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“I’m just a fire,” Emily Wells sings on her album Regards to the End, her ethereal warble floating over a backbeat of drums. “Burn everything in sight.” And so she does, in a new body of work that smolders and scorches, wounding and illuminating in equal turn. The polymathic composer, producer, and video artist explores the AIDS crisis, climate change, and her lived experience - as a queer musician from a long line of preachers, watching the world burn - in immaculately layered yet spare songs that impel the listener to be attuned, acting like a magnet on our attention.
 
Along with a roster of contributors including her father, a French horn player and former music minister, she builds the songs on Regards to the End from deliberate strata of vocals, synths, drums, piano, string instruments (violin, cello, bass), and wind instruments (clarinet, flute, French horn). The music is numinous in part because the listening experience is a resoundingly bodied one. Life - unsanitary, beautiful, persistent, brief - swells inside of every note.

“I’m just a fire,” Emily Wells sings on her album Regards to the End, her ethereal warble floating over a backbeat of drums. “Burn everything in sight.” And so she does, in a new body of work that smolders and scorches, wounding and illuminating in equal turn. The polymathic composer, producer, and video artist explores the AIDS crisis, climate change, and her lived experience - as a queer musician from a long line of preachers, watching the world burn - in immaculately layered yet spare songs that impel the listener to be attuned, acting like a magnet on our attention.
 
Along with a roster of contributors including her father, a French horn player and former music minister, she builds the songs on Regards to the End from deliberate strata of vocals, synths, drums, piano, string instruments (violin, cello, bass), and wind instruments (clarinet, flute, French horn). The music is numinous in part because the listening experience is a resoundingly bodied one. Life - unsanitary, beautiful, persistent, brief - swells inside of every note.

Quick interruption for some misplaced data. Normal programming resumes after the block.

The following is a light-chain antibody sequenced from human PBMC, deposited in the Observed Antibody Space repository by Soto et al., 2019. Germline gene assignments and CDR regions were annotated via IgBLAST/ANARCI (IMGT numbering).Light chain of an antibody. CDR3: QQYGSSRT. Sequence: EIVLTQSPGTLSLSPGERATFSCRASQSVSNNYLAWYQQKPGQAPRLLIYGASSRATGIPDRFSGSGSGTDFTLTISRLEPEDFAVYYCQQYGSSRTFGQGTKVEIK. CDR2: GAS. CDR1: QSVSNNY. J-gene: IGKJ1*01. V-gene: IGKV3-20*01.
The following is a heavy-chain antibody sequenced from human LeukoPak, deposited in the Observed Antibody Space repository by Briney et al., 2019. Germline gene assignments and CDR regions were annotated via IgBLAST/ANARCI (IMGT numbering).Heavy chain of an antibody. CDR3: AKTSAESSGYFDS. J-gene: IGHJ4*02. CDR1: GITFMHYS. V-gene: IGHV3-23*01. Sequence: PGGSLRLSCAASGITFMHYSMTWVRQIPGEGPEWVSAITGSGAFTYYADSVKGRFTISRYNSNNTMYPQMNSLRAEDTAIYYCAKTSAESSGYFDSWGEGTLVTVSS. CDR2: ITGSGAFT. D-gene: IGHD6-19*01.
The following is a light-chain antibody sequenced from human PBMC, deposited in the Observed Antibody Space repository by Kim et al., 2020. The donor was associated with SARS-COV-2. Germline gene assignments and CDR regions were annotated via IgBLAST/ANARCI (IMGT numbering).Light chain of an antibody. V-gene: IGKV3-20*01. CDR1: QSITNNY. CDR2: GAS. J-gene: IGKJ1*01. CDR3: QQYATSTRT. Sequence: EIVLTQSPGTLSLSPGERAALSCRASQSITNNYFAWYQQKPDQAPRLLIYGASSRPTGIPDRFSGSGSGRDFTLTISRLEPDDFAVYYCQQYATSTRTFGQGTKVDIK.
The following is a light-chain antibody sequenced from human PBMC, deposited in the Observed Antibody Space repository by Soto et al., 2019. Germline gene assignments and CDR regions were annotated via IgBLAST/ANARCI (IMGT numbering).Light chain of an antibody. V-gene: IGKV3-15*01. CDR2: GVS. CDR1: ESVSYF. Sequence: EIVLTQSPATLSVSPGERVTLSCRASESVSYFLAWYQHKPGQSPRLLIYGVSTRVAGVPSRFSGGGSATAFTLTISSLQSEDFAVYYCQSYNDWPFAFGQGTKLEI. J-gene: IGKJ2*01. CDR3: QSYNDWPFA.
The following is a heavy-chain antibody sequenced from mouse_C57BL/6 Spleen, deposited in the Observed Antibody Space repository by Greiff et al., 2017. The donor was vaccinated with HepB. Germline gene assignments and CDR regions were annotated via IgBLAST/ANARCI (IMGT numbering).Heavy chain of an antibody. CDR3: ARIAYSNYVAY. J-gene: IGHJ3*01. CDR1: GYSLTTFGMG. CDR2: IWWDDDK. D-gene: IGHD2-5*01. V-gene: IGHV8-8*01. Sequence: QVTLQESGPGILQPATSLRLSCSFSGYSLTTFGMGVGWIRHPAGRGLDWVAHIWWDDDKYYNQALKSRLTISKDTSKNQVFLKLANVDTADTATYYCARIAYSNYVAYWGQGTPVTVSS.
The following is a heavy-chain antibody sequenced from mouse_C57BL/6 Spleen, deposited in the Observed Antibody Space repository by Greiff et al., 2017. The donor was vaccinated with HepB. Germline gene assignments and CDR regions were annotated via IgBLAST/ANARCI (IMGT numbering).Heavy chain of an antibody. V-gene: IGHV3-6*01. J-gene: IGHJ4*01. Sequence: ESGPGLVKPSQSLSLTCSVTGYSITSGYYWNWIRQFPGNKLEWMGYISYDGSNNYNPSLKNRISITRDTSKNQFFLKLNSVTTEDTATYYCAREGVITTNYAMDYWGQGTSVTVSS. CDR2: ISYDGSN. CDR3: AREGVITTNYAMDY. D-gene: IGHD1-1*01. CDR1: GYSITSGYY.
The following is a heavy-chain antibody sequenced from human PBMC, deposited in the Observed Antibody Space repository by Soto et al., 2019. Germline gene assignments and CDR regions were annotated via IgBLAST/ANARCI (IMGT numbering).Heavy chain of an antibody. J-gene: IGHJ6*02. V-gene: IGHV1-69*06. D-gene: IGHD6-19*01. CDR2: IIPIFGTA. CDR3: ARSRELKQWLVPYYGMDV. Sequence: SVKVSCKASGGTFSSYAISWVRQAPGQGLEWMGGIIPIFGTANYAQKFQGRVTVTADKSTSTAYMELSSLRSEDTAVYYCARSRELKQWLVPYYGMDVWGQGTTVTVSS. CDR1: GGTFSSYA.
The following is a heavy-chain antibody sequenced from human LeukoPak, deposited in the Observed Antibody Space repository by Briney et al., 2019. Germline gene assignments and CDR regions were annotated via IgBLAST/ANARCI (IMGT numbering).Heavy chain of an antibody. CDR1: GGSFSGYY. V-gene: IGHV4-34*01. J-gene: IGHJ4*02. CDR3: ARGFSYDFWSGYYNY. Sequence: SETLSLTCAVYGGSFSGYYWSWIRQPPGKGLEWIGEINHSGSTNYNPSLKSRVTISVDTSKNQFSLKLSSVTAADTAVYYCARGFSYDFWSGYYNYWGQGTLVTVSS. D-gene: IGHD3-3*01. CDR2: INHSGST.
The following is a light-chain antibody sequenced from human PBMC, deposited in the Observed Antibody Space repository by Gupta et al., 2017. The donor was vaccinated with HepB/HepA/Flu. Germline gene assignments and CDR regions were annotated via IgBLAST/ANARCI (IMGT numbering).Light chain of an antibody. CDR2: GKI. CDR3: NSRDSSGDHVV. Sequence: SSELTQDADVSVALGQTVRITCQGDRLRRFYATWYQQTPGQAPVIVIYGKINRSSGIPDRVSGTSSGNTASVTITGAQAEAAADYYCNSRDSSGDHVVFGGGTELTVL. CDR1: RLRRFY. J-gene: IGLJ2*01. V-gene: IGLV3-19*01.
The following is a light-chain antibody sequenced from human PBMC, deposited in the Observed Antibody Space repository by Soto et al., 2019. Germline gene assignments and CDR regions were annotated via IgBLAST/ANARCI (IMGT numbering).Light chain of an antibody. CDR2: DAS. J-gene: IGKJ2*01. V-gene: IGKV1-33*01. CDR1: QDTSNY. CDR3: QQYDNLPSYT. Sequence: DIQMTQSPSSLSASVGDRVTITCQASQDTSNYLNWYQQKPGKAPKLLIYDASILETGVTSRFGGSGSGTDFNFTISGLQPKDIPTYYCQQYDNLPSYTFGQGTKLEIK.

648722649468
Regards to the End
Artist: Emily Wells
Format: CD
New: Not in Stock
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Formats and Editions

DISC: 1

1. I'm Numbers
2. Two Dogs Tethered Inside
3. All Burn No Bridge
4. Come on, Kiki
5. David's Got a Problem
6. Love Saves the Day
7. Oracle at Dog
8. Arnie and Bill to the Rescue
9. The Dress Rehearsal
10. Blood Brother

More Info:

“I’m just a fire,” Emily Wells sings on her album Regards to the End, her ethereal warble floating over a backbeat of drums. “Burn everything in sight.” And so she does, in a new body of work that smolders and scorches, wounding and illuminating in equal turn. The polymathic composer, producer, and video artist explores the AIDS crisis, climate change, and her lived experience - as a queer musician from a long line of preachers, watching the world burn - in immaculately layered yet spare songs that impel the listener to be attuned, acting like a magnet on our attention.
 
Along with a roster of contributors including her father, a French horn player and former music minister, she builds the songs on Regards to the End from deliberate strata of vocals, synths, drums, piano, string instruments (violin, cello, bass), and wind instruments (clarinet, flute, French horn). The music is numinous in part because the listening experience is a resoundingly bodied one. Life - unsanitary, beautiful, persistent, brief - swells inside of every note.

Reviews:

Pack Shot

  • Pitchfork album review (7.2 score) – “Surprise and precision are Wells’ greatest assets as a composer, and Regards to the End is filled with both.”
  • Bandcamp “Essential Release” for March 4 – “These carefully constructed orchestral art-pop songs yearn and ache through struggle and survival, capturing emotional nuances and contradictions in exquisite detail.”
  • Vinyl Me Please Album of the Week – “Emily Wells’ music has a way of being cathartic and expressive in ways that words alone cannot accurately convey.”
  • An NPR Music “top 5 albums out on Feb. 25” – “[the songs] have a fury to them but also a real kind of delicacy and arty-ness”

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